Um And Ethiopia people don't don't undergo any of that kind of testing really. They don't they wouldn't know they're kind of lactic threshold anything like that. Um And I suppose they're all They all know to a certain degree what kind of pace they're going to have to run to be competitive and to actually make money and you know be able to to run well in the race is that they want to run in. So they don't actually have that much of a choice about what kind of pace their training at or kind of what they're they're all they all know roughly that they're aiming to try to get down to sort of 6-7 for a marathon or even quicker. Um So you can you can effectively write a training program to do that and then everybody tries to follow it more or less. Um But you know I thought I think there's also a sense that we you know the that kind of notion that everybody is unique and needs to completely um unique training program that's crafted exactly to them also uh that allows you to sell a lot of stuff to people um as well.

So a lot of the new, you know the kinds of things that runners start to start to use in terms of like GPS watches in terms of things that measure H. R. V. And you know um even you know, even things like I guess super Sapiens, things like that, they're all, they're all predicated on this notion that you're unique and you need to have these insights into just you that you can then apply to your training. Um, so I suppose we're also pushed in that direction by um capitalism generally, but in um in Ethiopia, there's just more of a sense that you need, you need other people in order to be able to run at that level. And I guess at the at the highest level, I suppose in the States as well, it's the same right. You have the kind of training groups with where people probably have a more communal idea of what about what success is and and the importance of being in that kind of environment. I suppose people who've got less time to train um do you need to by necessity have to train alone a lot more as well?

That's part of it. There's a great quote in the book that I wanna read off here because I think it's relevant to what you just said, quote disenchantment is the distinctive injury of modernity. Many of us in the West believe that there are no mysterious incalculable forces that come into play, but rather that one can in principle master all things by calculation. And I think you were talking in that section about how in the West were incredibly aware of our limits or are perceived limits in in Ethiopia in other parts of the world. Um there's a lot more mystery about what can possibly be attained as an athlete. Um and I think you say a lot of it is about training intuitively training creatively taking an adventurous approach. Can you just talk about that whole section, because I was just so impressed by, by that observation? Yeah, yeah, I think elsewhere, I also say it's like, it's not only to do with kind of lung capacity, but it's also about kind of cultivating this capacity to dream and to like to think that you might one day succeed.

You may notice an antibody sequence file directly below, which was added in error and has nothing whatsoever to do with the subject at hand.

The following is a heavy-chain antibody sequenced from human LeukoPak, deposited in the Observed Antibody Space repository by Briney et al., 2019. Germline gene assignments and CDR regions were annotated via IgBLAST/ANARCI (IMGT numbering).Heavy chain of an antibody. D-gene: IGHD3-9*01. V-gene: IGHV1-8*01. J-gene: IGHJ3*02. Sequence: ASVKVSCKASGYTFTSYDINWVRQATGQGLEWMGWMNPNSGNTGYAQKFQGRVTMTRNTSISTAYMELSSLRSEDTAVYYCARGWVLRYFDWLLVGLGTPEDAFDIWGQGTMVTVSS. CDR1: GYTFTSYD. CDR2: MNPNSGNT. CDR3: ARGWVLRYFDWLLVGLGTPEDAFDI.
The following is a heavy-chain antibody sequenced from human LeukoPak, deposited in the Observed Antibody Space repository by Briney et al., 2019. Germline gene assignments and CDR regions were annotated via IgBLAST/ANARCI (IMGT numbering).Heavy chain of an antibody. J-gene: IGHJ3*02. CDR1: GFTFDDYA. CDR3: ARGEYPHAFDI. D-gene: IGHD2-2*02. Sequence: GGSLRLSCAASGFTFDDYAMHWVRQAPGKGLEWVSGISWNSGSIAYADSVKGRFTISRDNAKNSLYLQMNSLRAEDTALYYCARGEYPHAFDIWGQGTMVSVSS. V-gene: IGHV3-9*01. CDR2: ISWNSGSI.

Um Yeah, I think a lot of, a lot of that also comes down to sort of religious beliefs as well in Ethiopia that Orthodox christians often believe that um you you need to sort of work hard and be diligent and um and kind of be quite patient in your work and that that may or may not want at some point be rewarded by God. So you never, so the idea is that you never really quite know whether it's gonna be God's plan to just suddenly elevate you up to being in the case of a marathon runner, somebody who can win a race like Dubai, so they have this far more open sense of what their possibilities might be, but it did mean it meant I would meet, you know, most people's, even if they didn't seem like they were that good an athlete, they still had this like, idea in the back of their mind, that maybe if they did the right thing and trained in the right way for a certain amount of time, that they would be able to transform themselves into an athlete of that kind of caliber.

So, people talked about training as adaptation. Um, so not as like, so that so they saw the process of training as being quite malleable and that anybody could adapt given the right circumstances to being a kind of two oh six marathon runner. It was all about just giving, putting yourself in the environment that would allow you to make those adaptations. So, they didn't, I think that notion of what improvement is as an athlete doesn't really have much space for an idea that your your you are kind of bound by a certain set of limits, whether that's, you know, lactic threshold or vo two max or anything else? I'm curious what your initial reaction in long term reaction has been to their de emphasis of genetic potential. Because I just read a book, for example, uh, David Epstein's the sports gene where, you know, every single chapter is just sort of, an homage to all of these innate factors. And I think in a lot of cases, you know, siding more with the nature side of the nature versus nurture debate.